Last week I sent for a frequency counter kit from USA and it turned up this

morning so I built it up...

Not strictly a necessary item for this Jupiter/sun receiver project but it's handy to prove it's on 20.1 Mhz which the counter shows it is by sampling the receiver's variable frequency oscillator.

I've really enjoyed getting the soldering iron out again so I'm going to make a low power CW transceiver to get back for a play at Ham radio and this will be a very useful bit of test gear for that as well...

Absolute bargain I reckon for less than £20.00

Not too bad to put together if you take care and thanks to Doug for his great prices and great service....

N3ZI Digital Dial with universal LCD interface

Still waiting for components to finish the receiver so more later


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Some more done...

Components turned up so I was able to get cracking with the RF amp/filter board...

Usual fair amount of tweaking values to get the thing working right but all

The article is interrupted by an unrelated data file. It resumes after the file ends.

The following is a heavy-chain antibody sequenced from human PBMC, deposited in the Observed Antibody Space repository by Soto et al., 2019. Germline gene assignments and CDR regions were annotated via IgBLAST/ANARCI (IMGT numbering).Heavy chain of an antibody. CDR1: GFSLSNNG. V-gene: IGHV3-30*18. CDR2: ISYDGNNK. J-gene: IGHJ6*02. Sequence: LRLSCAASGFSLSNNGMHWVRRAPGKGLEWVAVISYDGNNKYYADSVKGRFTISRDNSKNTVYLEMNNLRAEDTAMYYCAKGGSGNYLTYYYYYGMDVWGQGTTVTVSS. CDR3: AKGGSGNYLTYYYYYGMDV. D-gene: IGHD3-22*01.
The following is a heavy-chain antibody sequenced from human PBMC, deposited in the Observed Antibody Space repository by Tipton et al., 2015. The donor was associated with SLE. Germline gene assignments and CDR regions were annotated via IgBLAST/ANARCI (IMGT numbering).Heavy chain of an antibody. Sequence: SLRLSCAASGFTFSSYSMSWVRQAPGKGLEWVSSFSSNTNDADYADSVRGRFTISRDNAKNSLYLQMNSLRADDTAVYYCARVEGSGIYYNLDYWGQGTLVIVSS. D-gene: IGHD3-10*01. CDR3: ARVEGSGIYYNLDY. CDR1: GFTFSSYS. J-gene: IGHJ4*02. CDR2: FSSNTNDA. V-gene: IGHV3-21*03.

is OK. The RF pre amp really opens up the sensitivity of the receiver and

makes up for the losses in the filter.

After much tweaking, I got the filter as wanted with a nice cut off either side

of the wanted frequency..

The little board in progress near the pair of cutters will be a buffer amplifier

for the frequency counter so it will work without having a de tuning effect

on the receiver......

Next step is to start fitting it all into an aluminium case so it's tidy and


Onwards and upwards


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Shocking weather today so a good excuse to carry on with the project...

Finished the frequency counter buffer amplifier board and as hoped, this